Mexico drug lord Joaquin 'El Chapo' Guzman escapes from prison: Official

Mexican drug lord Joaquin "El Chapo" Guzman (centre) is escorted by soldiers during a presentation at the Navy's airstrip in Mexico City on Feb 22, 2014.
Mexican drug lord Joaquin "El Chapo" Guzman (centre) is escorted by soldiers during a presentation at the Navy's airstrip in Mexico City on Feb 22, 2014.PHOTO: REUTERS

MEXICO CITY (AFP) - Drug kingpin Joaquin “El Chapo” Guzman escaped through a 1.5km long tunnel that was dug under the shower space of his prison cell in central Mexico, authorities said onSunday.

After security cameras lost sight of Guzman late Saturday, guards went into the cell and found a hole 10m deep with a ladder, said National Security Commissioner Monte Alejandro Rubido.

The hole led to the huge tunnel with a ventilation and light system, Rubido said, adding that its exit was in a building that was under construction. A motorcycle on a rail system was found in the tunnel and is believed to have been used to transport tools and remove earth from the space, which was 1.7m high and around 80cm wide.

Rubido said 18 prison guards will be interrogated by prosecutors in Mexico City.

Until Guzman escaped, Rubido said, “the day had gone on normally and at around 8.00 pm he was given his daily dose of medicine.”

The kingpin was last spotted by security cameras in the shower area of the Altiplano prison, 90km west of the capital, on Saturday night shortly before 9pm local time before disappearing, the National Security Commission said.

An alarm was issued after "he was not visible" for a while and "the escape of Guzman was confirmed", the commission said in a statement.

"An operation to locate him was deployed in the area and on roads of neighbouring states," it said, adding that flights were suspended at the nearby Toluca airport.

This jailbreak is Guzman's second in 14 years. His first escape from prison was in 2001, when he slipped past the authorities by hiding in a laundry cart.

Marines finally recaptured Guzman in February 2014 in a pre-dawn raid in a condo in Mazatlan, a Pacific resort in Sinaloa state.

The Altiplano prison houses the country's most notorious drug lords, murderers and kidnappers.

The security commission did not have more details about the escape, and scheduled a press conference for Sunday morning.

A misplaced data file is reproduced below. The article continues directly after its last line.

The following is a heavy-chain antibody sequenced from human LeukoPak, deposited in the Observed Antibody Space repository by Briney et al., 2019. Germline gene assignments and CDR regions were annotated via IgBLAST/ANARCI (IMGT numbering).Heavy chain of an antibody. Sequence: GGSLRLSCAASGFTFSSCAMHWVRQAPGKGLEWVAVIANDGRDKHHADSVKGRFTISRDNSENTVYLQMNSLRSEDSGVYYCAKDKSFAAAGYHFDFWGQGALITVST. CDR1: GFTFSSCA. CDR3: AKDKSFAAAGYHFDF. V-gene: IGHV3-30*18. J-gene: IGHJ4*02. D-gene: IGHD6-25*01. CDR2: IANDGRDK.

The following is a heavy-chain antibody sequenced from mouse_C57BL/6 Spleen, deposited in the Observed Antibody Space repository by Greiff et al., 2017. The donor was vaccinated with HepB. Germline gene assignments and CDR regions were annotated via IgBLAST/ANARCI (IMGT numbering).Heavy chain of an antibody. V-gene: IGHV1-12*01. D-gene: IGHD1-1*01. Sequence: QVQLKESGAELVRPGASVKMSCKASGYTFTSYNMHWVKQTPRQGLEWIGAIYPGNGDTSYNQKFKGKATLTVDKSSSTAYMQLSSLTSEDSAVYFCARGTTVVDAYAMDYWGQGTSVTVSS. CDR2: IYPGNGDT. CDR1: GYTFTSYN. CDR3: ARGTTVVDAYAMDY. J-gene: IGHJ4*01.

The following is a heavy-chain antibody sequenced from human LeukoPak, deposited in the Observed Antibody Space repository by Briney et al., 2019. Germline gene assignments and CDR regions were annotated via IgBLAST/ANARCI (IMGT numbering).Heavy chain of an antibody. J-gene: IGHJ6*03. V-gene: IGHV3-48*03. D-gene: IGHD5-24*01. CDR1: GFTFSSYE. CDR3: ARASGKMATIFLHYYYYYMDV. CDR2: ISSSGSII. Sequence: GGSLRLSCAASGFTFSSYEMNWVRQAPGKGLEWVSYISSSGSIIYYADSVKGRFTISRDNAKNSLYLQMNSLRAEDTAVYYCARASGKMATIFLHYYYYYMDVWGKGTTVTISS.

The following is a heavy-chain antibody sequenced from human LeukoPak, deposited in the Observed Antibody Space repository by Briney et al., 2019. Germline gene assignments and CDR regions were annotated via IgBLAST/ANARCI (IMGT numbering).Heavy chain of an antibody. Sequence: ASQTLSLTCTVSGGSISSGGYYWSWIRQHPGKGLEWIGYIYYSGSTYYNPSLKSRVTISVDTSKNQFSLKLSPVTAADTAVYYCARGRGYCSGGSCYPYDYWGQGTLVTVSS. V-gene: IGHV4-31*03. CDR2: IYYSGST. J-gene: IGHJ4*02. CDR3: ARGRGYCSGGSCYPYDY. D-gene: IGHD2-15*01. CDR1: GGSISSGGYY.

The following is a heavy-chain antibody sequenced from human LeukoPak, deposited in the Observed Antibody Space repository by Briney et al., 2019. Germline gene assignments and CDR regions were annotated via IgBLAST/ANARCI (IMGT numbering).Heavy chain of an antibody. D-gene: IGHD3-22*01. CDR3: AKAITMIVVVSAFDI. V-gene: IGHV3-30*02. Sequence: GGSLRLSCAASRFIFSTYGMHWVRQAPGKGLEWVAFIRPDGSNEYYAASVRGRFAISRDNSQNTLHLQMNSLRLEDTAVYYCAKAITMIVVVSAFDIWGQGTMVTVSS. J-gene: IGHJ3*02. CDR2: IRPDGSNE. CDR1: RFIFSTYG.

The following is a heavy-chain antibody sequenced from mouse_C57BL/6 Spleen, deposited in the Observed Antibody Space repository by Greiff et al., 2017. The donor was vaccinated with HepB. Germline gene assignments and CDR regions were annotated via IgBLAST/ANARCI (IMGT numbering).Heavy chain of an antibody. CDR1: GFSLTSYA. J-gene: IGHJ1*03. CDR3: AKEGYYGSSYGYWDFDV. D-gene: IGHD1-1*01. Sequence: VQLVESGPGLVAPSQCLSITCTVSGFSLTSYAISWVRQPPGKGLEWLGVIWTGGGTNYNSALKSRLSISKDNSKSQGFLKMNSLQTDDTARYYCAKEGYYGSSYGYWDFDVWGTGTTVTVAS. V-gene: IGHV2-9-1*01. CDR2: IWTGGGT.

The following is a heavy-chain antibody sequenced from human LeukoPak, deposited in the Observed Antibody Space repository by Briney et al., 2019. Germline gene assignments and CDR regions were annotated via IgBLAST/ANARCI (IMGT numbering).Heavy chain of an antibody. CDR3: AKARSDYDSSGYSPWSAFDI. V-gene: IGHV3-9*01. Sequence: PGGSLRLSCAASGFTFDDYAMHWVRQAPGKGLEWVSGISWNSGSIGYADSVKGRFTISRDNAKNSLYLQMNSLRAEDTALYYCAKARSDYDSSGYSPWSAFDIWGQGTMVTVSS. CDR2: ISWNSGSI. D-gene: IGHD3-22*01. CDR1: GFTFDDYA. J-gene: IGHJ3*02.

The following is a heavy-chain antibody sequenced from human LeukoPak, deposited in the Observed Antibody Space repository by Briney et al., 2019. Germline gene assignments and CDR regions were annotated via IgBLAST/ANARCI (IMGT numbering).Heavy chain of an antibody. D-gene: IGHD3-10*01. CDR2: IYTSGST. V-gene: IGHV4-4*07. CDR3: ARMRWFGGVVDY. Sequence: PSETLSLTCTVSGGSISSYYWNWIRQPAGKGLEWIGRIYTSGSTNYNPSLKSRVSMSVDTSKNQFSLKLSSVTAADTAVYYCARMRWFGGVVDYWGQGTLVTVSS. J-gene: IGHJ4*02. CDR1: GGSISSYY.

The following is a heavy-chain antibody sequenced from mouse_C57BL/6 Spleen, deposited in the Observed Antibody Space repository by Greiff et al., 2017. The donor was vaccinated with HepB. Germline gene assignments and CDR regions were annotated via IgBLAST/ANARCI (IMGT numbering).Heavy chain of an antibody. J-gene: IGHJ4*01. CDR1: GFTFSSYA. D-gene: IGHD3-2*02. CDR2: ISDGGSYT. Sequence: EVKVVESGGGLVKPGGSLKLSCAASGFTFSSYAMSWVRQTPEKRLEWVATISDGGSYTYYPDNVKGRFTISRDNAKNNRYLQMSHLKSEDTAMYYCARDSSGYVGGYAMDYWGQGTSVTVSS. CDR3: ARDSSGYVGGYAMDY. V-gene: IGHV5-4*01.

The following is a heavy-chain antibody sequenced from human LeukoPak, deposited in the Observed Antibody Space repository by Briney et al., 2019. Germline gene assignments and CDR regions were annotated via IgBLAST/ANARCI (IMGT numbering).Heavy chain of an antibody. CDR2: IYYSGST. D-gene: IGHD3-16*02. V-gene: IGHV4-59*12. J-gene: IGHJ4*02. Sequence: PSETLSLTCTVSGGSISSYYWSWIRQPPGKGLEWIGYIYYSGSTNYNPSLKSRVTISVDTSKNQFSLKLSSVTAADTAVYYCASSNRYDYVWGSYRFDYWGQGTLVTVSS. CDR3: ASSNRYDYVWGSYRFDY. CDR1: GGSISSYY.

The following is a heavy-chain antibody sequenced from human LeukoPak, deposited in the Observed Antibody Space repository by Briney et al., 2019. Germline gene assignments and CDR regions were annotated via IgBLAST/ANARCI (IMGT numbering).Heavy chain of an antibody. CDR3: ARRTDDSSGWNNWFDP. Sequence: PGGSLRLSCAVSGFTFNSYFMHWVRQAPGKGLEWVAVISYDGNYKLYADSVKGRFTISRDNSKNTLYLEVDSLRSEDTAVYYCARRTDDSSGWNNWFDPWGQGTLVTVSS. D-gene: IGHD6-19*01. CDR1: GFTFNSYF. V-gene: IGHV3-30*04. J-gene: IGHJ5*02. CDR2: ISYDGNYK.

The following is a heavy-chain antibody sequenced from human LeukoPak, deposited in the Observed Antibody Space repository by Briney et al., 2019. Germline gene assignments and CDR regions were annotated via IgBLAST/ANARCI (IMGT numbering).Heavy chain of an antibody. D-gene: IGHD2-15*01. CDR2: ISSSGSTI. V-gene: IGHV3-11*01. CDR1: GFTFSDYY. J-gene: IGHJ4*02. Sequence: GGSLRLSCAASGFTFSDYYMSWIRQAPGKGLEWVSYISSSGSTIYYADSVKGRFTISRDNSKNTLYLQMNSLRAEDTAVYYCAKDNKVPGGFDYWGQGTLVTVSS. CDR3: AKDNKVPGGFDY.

Guzman, 58, was considered the world's most-wanted drug lord, whose Sinaloa cartel shipped narcotics across the globe.

His second escape is sure to embarrass the administration of President Enrique Pena Nieto, who was flying to France for a state visit when Guzman fled.

Mr Pena Nieto's government had won praise for capturing the powerful kingpin, a diminutive but feared man whose nickname means "Shorty".

After his capture, the government had paraded Guzman in front of television cameras, showing the mustachioed mafia boss being frogmarched by two marines in front of television cameras before taking him to prison.

Guzman's Sinaloa cartel's empire stretches along Mexico's Pacific coast and deals drugs to the United States and as far as Europe and Asia. Before his last capture, the United States had offered a US$5 million reward for information leading to his arrest, while the city of Chicago declared him "Public Enemy Number One", joining American gangster Al Capone as the only criminal to ever get the moniker.

He used to be on Forbes magazine's list of billionaires until the US publication said in 2013 that it could not verify his wealth and that it believed he was increasingly spending his fortune on protection.

His cartel became entangled in brutal turf wars against the paramilitary-like Zetas cartel and other gangs for years.

More than 80,000 people have been killed in drug violence in Mexico since 2006.

The drug war began to escalate after former president Felipe Calderon sent the army and navy to rein in the cartels in 2006, a deployment that analysts say exacerbated the violence.

More than 10,000 were killed in Ciudad Juarez alone, in violence attributed to battles between Sinaloa and Juarez cartel members for supremacy in the key drug corridor at the border with the US state of Texas.